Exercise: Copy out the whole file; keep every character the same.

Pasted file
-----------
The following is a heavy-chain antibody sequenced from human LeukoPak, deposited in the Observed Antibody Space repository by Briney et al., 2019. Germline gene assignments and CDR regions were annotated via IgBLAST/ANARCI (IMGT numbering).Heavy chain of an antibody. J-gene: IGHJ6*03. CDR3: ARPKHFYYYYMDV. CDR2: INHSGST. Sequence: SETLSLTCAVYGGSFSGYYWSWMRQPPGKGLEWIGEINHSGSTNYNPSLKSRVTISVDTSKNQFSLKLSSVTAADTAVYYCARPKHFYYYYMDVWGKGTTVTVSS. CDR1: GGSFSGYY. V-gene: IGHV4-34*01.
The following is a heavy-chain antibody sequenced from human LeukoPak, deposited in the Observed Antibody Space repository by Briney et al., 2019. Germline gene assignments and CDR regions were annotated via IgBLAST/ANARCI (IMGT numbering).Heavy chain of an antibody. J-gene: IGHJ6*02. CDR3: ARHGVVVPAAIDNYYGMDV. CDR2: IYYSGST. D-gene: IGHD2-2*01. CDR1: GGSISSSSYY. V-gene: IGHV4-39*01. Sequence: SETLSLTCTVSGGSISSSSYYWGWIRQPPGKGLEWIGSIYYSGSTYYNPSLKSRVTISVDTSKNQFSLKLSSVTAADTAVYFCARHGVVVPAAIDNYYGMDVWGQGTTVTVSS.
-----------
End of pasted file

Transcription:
The following is a heavy-chain antibody sequenced from human LeukoPak, deposited in the Observed Antibody Space repository by Briney et al., 2019. Germline gene assignments and CDR regions were annotated via IgBLAST/ANARCI (IMGT numbering).Heavy chain of an antibody. J-gene: IGHJ6*03. CDR3: ARPKHFYYYYMDV. CDR2: INHSGST. Sequence: SETLSLTCAVYGGSFSGYYWSWMRQPPGKGLEWIGEINHSGSTNYNPSLKSRVTISVDTSKNQFSLKLSSVTAADTAVYYCARPKHFYYYYMDVWGKGTTVTVSS. CDR1: GGSFSGYY. V-gene: IGHV4-34*01.
The following is a heavy-chain antibody sequenced from human LeukoPak, deposited in the Observed Antibody Space repository by Briney et al., 2019. Germline gene assignments and CDR regions were annotated via IgBLAST/ANARCI (IMGT numbering).Heavy chain of an antibody. J-gene: IGHJ6*02. CDR3: ARHGVVVPAAIDNYYGMDV. CDR2: IYYSGST. D-gene: IGHD2-2*01. CDR1: GGSISSSSYY. V-gene: IGHV4-39*01. Sequence: SETLSLTCTVSGGSISSSSYYWGWIRQPPGKGLEWIGSIYYSGSTYYNPSLKSRVTISVDTSKNQFSLKLSSVTAADTAVYFCARHGVVVPAAIDNYYGMDVWGQGTTVTVSS.